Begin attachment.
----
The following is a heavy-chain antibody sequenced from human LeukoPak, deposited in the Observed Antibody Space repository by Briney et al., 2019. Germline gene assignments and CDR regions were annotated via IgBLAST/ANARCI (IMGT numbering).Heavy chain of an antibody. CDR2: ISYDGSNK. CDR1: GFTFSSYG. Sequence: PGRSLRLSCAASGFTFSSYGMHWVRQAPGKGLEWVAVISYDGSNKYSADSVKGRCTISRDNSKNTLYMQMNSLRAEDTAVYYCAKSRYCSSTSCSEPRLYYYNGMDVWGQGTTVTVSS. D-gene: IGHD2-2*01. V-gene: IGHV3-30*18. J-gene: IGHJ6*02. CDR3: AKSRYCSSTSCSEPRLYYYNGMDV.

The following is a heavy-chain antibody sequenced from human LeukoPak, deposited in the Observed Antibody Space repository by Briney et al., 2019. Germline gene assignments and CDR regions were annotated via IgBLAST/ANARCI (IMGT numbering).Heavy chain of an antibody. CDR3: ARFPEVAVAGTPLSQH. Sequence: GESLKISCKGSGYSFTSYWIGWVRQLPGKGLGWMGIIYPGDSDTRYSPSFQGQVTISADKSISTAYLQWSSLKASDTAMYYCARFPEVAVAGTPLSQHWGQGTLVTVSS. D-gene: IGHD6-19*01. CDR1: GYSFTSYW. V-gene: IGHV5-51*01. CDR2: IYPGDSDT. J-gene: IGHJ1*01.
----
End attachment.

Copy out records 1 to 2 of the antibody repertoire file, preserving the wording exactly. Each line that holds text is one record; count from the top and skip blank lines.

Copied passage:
The following is a heavy-chain antibody sequenced from human LeukoPak, deposited in the Observed Antibody Space repository by Briney et al., 2019. Germline gene assignments and CDR regions were annotated via IgBLAST/ANARCI (IMGT numbering).Heavy chain of an antibody. CDR2: ISYDGSNK. CDR1: GFTFSSYG. Sequence: PGRSLRLSCAASGFTFSSYGMHWVRQAPGKGLEWVAVISYDGSNKYSADSVKGRCTISRDNSKNTLYMQMNSLRAEDTAVYYCAKSRYCSSTSCSEPRLYYYNGMDVWGQGTTVTVSS. D-gene: IGHD2-2*01. V-gene: IGHV3-30*18. J-gene: IGHJ6*02. CDR3: AKSRYCSSTSCSEPRLYYYNGMDV.

The following is a heavy-chain antibody sequenced from human LeukoPak, deposited in the Observed Antibody Space repository by Briney et al., 2019. Germline gene assignments and CDR regions were annotated via IgBLAST/ANARCI (IMGT numbering).Heavy chain of an antibody. CDR3: ARFPEVAVAGTPLSQH. Sequence: GESLKISCKGSGYSFTSYWIGWVRQLPGKGLGWMGIIYPGDSDTRYSPSFQGQVTISADKSISTAYLQWSSLKASDTAMYYCARFPEVAVAGTPLSQHWGQGTLVTVSS. D-gene: IGHD6-19*01. CDR1: GYSFTSYW. V-gene: IGHV5-51*01. CDR2: IYPGDSDT. J-gene: IGHJ1*01.